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In his new book, Redeemer: The Life of Jimmy Carter, author and Episcopal priest Randall Balmer discusses the former President’s religious faith in context with his life story. Previous biographies have taken a more authoritative approach, but this one has a very different intent. The book shows Carter first and foremost as a man of God, revealing the strongly religious motivations behind every significant decision. Balmer’s portrayal is sympathetic, though not sycophantic, as he clearly identifies with his subject’s Progressive Evangelical beliefs.  

Though Carter’s born-again Christianity made many Americans uncomfortable in the late Seventies, these views were rooted in a very different tradition than some might have feared. Since leaving office in 1981, the former Georgia governor has revealed himself to be an unapologetic liberal, willing to take stances he might have been reluctant to embrace earlier. Since the election of Ronald Reagan, the word Evangelical has become associated with a strongly conservative political leaning, but as Balmer shows, this is a relatively recent construct.  

Progressive Evangelicals like Carter were never a rare breed, though in recent times we have forgotten that fact. Once, born-again Christians took an isolationist approach to politics and policy, fearing being unduly influenced by a corrupt, immoral society. Evangelicals turned out in droves in the 1976 Presidential election partially out of novelty, finally casting their votes for one of their own. Only four year later, however, they completely abandoned an unpopular Chief Executive and supported his opponent instead. Though its impact would only be felt later, this was the beginning of the so-called Moral Majority, the Christian Coalition, and a strong association between Christianity and the Republican party.

Jimmy Carter not only fit the definition of evangelical, he embodied a particular, activist strain of evangelicalism called progressive evangelicalism. Harking back to the Hebrew prophets, progressive evangelicals in the nineteenth century interpreted the prophetic calls for justice as a mandate for racial reconciliation and gender equality. Progressive evangelicalism, at one time the ascendant strain of evangelicalism in American, also took its warrant from the New Testament, especially the words of Jesus.

Jesus even said that those who refuse to show compassion “will go away to eternal punishment,” whereas the righteous will inherit eternal life.

Believers in a more liberal interpretation of Scripture may have become less prominent in the past three decades, but they have never completely died out. Balmer hopes to reinvigorate the Religious Left, no small task among many progressives, who have in recent years grown skeptical of organized religion. In that respect, he has added his voice to the few, but decidedly vocal purveyors of liberal Christianity.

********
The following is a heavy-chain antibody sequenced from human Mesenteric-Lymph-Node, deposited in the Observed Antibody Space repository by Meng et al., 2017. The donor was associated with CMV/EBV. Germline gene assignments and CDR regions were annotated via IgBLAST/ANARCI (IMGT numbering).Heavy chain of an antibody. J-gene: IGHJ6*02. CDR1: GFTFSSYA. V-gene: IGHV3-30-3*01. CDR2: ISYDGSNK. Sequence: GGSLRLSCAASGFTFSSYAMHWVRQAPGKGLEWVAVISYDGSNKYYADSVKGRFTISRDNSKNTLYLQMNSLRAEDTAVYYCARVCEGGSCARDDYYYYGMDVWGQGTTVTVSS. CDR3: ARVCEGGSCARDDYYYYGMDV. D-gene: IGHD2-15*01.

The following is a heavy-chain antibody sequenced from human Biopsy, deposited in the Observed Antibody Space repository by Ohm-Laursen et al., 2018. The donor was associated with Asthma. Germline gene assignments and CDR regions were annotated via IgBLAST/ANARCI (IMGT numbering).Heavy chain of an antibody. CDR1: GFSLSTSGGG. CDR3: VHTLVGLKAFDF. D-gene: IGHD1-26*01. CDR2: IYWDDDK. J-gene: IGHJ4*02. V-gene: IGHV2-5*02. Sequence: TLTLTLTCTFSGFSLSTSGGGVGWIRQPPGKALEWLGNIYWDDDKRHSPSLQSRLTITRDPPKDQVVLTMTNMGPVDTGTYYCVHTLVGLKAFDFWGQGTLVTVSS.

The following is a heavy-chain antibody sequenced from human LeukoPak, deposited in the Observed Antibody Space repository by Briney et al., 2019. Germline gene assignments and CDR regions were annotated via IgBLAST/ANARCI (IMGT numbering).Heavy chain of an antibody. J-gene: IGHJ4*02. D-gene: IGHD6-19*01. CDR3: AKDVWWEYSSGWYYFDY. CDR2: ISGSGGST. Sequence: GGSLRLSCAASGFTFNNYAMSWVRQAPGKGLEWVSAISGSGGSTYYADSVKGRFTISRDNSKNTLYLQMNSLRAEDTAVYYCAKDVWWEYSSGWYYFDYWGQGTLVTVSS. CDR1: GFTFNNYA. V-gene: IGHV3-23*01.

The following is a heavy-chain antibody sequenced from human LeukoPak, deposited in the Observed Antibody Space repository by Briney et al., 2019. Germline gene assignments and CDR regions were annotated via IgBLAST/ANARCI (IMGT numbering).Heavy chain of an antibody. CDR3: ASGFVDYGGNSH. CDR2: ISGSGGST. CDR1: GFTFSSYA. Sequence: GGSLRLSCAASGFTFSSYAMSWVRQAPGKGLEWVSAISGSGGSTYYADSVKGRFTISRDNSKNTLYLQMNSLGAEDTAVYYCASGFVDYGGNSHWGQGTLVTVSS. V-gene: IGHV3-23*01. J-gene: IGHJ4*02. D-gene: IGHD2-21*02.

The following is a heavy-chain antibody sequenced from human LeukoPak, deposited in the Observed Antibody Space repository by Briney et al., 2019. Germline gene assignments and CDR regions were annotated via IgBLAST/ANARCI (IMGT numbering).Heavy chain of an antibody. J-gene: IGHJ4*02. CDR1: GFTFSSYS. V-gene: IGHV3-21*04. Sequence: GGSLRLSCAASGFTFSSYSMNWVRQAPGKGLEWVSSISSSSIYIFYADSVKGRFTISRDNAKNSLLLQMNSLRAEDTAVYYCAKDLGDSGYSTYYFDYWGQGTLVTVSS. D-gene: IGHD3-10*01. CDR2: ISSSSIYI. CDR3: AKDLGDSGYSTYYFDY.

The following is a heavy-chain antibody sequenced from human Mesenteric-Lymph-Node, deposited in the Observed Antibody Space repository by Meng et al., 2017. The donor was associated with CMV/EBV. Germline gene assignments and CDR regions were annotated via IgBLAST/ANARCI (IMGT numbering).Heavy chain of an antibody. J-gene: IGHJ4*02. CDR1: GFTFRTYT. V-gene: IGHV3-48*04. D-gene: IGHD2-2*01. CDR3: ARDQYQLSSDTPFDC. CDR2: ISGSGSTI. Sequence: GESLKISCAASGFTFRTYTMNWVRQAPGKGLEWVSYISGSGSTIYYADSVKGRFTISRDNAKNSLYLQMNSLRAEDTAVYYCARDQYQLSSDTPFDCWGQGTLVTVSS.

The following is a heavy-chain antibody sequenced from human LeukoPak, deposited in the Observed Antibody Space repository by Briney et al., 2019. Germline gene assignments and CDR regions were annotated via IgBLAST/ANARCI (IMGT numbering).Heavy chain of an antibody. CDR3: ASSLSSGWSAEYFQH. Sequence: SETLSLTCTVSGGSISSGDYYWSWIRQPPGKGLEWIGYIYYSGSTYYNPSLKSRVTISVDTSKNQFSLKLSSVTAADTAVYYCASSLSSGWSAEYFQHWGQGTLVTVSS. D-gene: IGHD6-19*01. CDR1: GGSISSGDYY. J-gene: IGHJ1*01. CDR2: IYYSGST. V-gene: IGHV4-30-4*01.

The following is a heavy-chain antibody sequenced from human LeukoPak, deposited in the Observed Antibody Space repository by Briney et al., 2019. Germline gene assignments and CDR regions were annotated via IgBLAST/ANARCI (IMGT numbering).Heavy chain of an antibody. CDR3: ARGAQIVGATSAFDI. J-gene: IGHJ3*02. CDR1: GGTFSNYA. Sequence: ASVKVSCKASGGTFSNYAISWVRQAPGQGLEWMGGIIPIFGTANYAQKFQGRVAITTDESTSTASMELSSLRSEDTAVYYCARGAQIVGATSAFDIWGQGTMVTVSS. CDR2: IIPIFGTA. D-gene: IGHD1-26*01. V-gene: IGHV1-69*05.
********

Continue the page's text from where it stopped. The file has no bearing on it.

The book discusses one such facet to Carter's religious beliefs. His official policy on abortion was that he was personally opposed, but did not have any right or authority to reverse established precedent. As a Southern Baptist, he was raised to believe in a strict and unwavering separation between church and state. Conservative Christians hold no such distinction, believing it is their duty to intercede directly into shaping policy, even in defiance of the rule of law. To this day, this is an opinion to which they hold fast, one that has recently led to fruitless attempts to repeal Obamacare and overturn Roe v. Wade on the state level.

In our increasingly noisy national discourse, Progressive Evangelicalism fights for oxygen. It resents being mischaracterized, while recognizing that it is not a large enough target to draw fire. Many Americans might find they have much in common with the movement, if they can put aside their judgments for long enough to be fully enlightened. President Carter’s conduct after leaving office, as a private citizen, has shown that it is indeed possible to use the language of the Christian church in combination with a traditionally progressive concern for the underprivileged.

It remains to be seen if we truly have moved to a Post-Christian society, where all we have left are shadows of former rituals and beliefs. The Right holds stubbornly fast to a reductionist view, one that is as political as it is theological. The Left is more reluctant to mix the two, or to vocalize the conflict between private convictions and public display. In order to co-exist with a dramatically different interpretation of religion, every believer must not, as it is written, allow his or her light to shine under a bushel. Instead, they should let their light shine for everyone to see.

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